Bike training zones
Your cycling zones will differ compared to run training zones, mainly due to with running there is more stress through impact and overall work so your HR will often work at a higher rate to compensate this. Often people get confused with how to pace the effort on the bike. Heres a few things that will hopefully help you understand. The first thing to point out is we want to train all zones, yes all of them, weather your a sprinter or a long distance athlete!
How to work out your zones
There are a few ways to do this. You want to be pretty fresh, Lactate acid plays an important part in fuelling your sessions, however when it reaches a certain point you may find its detrimental to your training. Performing these tests below we need lower levels in your system for you to be able to hit the session right. Ideally you would be looking at 24 hours of rest pre, and a very light session of up to an hour 24-48 hours pre starting the test. Fuel it like you were going into a race day.
- FTP test (functional threshold power) – You can do this in or out. In general it last around 20 mins and has you at your best effort for this time
- 60 mins test. this is an old fashioned way to test nowadays as its very hard to pace and get right
- A Ramp test, starting easy and building your effort until you just cant go any more!!
Ill go into these test more over different blogs
From these tests you will get your threshold or max Heart Rate and if you use a power meter your FTP
From the image at the start of this blog you will see the different % of these figures to work out your zones
Easy effort, it doesn’t really challenge you but does have a good reason to be in your training. Its good to start off as a warm up to gentle get you ready. It aids recovery in between harder efforts or acting as a recovery session as it actually helps ease muscles and more importantly help rids and flush the build up of lactate acid from them. Generally this arent used enough and are hard for many athletes to adhear to due to it be an easy effort. You could probably hold this effort for serval hours easily if not days!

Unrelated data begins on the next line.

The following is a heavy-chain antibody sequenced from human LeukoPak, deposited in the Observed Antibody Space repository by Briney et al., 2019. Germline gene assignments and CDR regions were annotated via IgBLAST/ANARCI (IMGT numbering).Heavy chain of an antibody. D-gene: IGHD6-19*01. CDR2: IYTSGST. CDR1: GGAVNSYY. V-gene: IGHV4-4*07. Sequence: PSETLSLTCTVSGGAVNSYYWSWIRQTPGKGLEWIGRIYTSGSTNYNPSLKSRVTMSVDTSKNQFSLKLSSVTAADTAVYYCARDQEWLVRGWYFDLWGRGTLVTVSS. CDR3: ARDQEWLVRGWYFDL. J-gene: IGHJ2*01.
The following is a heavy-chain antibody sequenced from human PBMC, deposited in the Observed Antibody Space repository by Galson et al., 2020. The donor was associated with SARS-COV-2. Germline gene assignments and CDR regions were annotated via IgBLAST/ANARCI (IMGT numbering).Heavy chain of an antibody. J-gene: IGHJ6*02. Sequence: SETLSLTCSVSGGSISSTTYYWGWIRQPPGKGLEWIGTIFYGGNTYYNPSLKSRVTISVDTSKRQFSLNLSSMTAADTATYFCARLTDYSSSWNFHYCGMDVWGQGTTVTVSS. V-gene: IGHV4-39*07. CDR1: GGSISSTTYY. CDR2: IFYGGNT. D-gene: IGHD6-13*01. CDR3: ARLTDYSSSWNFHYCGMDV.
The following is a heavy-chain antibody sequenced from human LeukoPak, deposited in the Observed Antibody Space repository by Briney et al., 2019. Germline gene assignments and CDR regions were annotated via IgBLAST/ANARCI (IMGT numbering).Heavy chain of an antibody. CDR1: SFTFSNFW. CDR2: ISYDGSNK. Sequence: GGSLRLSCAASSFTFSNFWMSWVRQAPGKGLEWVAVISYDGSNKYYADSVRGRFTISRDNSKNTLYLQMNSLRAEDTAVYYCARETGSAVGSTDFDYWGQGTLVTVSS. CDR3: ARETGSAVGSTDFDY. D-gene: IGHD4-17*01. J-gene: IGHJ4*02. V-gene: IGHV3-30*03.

The aerobic sweet spot zone. This again is an effort that you could hold for hours. It allows the body to take in good oxygen and is low in energy demand. When using a plan most coaches will have quite a bit of your training in this zone. It helps your overall endurance fitness and the body can recover from it quickly
This is often thought to be a grey zone. Most athletes who don’t monitor there effort will work in this most of the time without realising leading to a lot of fatigue build up. In their training they will often leave out easy and because of the demand it will stop them training their hard zone/effort as the demand of this zone used all the time is on the higher end and the energy for the hard effort is lower . In terms of effort when used in intervals they can last for a good amount of time before returning to Z1-2 for recovery. It still plays a bit part to be used in training and used correctly it will enhance your fitness. It can generally be held for a few hours, some athletes will used this for IM or IM 70.3 depending on the length of the time they are taking for the event.
Threshold zone. This is a demanding effort but not maximal. In general its thought that an athlete can hold this effort for around an hour. It takes longer than aerobic zones to recover from and in general the effort length will be shorter eg between 3-20 mins in length. Usually backed up with the same duration in recovery time before going again due to the demand of the effort.
Going on for anaerobic now. this is a physically demanding zone. in general you would see anything up to 3 mins of effort with a longer rest period, eg 90 secs Z5 into 3 mins Z1 recovery. these sessions need planning so that you recovery properly and benefit from. Too much training in this zone can leave you feeling tired, heavy legged or just lower in motivation. Its a key zone to work but at the right time in the plan
Depedning on the coach or system your working from you may find the zones go higher than zone 5. The coach or info you get it from will have you working at these levels for very short periods of time and have in general at least double the amount of recovery time if not complete rest in between the intervals, Its the sprint zones and the human body will find it very tough to go much higher than 30 secs at this level
A brief summary and I hope it helps. Ill write up more on the different tests so you can pick the right one for you. Check out the picture of the zones as the header of this blog to help you work yours out